But think again about what we're looking at here. This is the remnant of a star. This star exploded about 100,000 years prior to what we're seeing here. In other words, it exploded about 200,000 years ago. That means that God didn't just create photons between us and a star. He created photons between us and a structure that shows every indication of a place where a star used to be. He seems to be doing the very best he can to fool us into thinking the universe is older than the 6,000 years implied in the Bible.
There are a wide variety of fields of science that exhibit evidence that the Earth is a planet of great age. Archeology (fossils,) anthropology (early hominids,) cosmology (stars,) geology (plate tectonics,) sub-atomic physics (radiometric dating,) biology (genetic drift,) etc. Very diverse fields that all yield consistent evidence that the Earth is far older than what the Young Earth Creationists insist on.
Flood water - where did it come from and where did it go
To people alive thousands of years ago, with no concept of the global ecology and global climate, where the water came from and went really doesn't look like a problem. To them, when it rains, there's more water. When it hasn't rained for awhile, there's less water. And going to the extremes, when it floods, there's lots of "extra" water, and when there's a drought the water has "disappeared." That seems self-evident.
Today, even grade school children now know that the water cycle is (for practical purposes) a closed system. The rain you're seeing today came from evaporation from a body of water somewhere else. The total amount of water is essentially constant. Even a few minutes thought leads one to conclude that a flood is always a localized event. The apparent "extra" water in the flood had to come from a supply somewhere else on the globe. There's no way for the water to cover all the land because that would mean actually creating extra water that wasn't there previously. And then removing that extra water, because it's clearly no longer around.
And we're not talking about a little bit of water. The average depth of the ocean is two miles. The height of Mount Everest is over five miles above sea level. Since oceans cover 70% of the Earth that means you need about five times as much water as now currently exists.
One standard response to that is a very generous interpretation of Psalm 104. Apparently, some people think verse 8 can be interpreted to say that God raised the mountains after the flood.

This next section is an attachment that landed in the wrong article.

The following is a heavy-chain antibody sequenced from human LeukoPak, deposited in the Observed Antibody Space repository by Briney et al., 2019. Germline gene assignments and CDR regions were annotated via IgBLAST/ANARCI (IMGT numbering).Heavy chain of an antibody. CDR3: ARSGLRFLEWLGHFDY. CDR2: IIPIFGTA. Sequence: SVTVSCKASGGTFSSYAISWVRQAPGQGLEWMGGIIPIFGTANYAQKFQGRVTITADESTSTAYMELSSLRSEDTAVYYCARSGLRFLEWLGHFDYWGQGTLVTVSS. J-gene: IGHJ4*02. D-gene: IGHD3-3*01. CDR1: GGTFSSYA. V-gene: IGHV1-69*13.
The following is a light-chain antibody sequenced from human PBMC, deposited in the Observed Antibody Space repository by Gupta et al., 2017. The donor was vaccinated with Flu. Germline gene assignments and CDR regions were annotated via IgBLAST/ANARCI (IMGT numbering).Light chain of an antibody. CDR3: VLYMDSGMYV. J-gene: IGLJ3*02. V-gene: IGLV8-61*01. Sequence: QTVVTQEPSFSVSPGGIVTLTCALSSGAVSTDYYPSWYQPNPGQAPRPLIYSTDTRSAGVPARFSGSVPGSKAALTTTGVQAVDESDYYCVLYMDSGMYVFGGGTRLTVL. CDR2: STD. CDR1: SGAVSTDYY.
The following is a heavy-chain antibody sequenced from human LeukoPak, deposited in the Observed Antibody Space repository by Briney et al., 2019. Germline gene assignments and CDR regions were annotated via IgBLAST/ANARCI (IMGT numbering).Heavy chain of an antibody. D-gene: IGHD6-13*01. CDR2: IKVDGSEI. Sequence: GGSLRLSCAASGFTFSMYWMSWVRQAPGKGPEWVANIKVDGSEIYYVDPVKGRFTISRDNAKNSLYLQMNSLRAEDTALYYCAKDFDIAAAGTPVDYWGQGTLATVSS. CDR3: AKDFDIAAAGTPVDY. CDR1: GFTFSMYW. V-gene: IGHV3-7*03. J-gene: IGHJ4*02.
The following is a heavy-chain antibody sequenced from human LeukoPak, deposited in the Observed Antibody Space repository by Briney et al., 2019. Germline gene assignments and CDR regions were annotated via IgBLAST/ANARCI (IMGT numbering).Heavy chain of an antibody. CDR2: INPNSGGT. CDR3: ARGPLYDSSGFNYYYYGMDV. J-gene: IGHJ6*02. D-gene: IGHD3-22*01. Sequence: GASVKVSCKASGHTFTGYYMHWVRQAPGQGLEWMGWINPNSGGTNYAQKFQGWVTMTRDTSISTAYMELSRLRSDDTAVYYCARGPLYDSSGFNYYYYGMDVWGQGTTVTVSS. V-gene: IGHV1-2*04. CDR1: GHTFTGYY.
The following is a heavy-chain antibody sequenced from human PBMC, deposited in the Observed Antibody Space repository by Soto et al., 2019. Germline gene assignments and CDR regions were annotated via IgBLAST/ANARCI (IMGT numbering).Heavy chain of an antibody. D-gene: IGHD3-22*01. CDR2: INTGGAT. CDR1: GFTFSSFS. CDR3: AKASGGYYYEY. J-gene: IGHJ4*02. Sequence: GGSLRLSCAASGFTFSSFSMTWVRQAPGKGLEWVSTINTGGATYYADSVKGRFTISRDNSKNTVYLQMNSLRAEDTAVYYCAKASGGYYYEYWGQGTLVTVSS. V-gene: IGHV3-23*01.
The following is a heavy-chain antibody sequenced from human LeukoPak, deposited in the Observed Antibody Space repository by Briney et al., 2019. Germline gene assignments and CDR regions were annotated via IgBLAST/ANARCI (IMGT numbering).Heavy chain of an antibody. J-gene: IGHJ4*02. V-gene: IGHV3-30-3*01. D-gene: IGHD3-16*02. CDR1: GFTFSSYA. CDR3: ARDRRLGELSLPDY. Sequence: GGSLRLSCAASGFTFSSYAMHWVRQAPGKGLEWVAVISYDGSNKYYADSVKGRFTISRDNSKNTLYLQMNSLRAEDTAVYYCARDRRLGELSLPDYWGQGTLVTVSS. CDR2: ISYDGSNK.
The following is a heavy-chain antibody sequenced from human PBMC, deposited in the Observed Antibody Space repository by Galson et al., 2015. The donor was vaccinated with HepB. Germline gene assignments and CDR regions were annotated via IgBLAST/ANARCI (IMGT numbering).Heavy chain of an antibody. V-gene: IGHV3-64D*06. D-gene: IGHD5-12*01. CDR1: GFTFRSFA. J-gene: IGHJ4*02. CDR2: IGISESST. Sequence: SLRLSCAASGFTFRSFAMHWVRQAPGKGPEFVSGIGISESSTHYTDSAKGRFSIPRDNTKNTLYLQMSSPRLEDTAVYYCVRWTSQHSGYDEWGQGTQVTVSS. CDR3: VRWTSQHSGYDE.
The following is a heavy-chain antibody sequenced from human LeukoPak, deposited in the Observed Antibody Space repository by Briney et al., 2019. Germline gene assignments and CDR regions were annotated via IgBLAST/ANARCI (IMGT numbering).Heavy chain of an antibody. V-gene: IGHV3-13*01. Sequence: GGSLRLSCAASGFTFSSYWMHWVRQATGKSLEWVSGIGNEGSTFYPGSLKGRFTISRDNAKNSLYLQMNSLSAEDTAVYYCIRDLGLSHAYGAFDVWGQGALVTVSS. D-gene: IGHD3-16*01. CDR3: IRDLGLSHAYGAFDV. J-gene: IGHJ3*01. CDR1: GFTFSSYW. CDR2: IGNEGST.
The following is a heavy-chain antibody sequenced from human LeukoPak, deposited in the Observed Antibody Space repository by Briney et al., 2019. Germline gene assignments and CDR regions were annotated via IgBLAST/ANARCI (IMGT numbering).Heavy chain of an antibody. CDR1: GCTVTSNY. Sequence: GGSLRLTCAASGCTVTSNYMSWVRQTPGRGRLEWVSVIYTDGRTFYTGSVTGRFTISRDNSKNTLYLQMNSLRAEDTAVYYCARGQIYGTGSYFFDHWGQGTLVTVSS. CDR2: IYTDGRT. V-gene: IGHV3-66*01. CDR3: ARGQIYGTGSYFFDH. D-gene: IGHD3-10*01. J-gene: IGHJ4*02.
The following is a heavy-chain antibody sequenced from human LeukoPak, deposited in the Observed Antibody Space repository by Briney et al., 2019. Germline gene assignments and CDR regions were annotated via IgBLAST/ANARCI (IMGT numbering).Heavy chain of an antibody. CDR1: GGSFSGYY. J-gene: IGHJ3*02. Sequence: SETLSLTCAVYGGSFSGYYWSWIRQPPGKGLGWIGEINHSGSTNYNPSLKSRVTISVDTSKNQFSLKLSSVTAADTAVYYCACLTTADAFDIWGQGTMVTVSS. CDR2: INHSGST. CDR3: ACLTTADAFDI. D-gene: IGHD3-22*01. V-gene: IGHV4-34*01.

8 they flowed over the mountains,
they went down into the valleys,
to the place you assigned for them.
It doesn't say anything about raising the mountains. But that's how some people choose to interpret that verse. In other words, they're postulating tectonic activity completely different than we see going on today. Unprecedented changes in the landscape which one would expect to find common and obvious evidence for. And yet there is none.
A scientist can say, "Show me the evidence and I'll admit I was wrong."
The Creationist will say, "I don't care about your evidence. The Bible can't be wrong."
And that's why there's no such thing as "Creation Science." Pretty much by definition, science changes. Its advances are based upon the refutation of previous theories. New evidence is discovered which falsifies some existing theories and supports others. As the evidence piles up against them, the falsified theories are discarded.
Conversely, "Creation Science" cannot change. These scientists have a book that tells them how things are, and they're not allowed to entertain any doubts about its perfection. It's conclusions are static and new evidence must be reconciled against the only existing theory, or (more often) ignored.
One important point to carry out of all this is that even if scientists have somehow bizarrely gotten evolution all wrong, that doesn't mean that the Christian Biblical Creation Myth is automatically true. That's a common logical fallacy called a false dichotomy or false dilemma. The disproof of evolution does not in any way prove that the monotheistic Christian God actually exists. There have been many creation myths throughout history. There are even competing theories that are closer to real science, such as Panspermia (albeit, there's not much evidence supporting it.) Even if evolution is wrong, Christian Creationism may also be wrong, and one of those others may be right.
But the evidence is against them, too.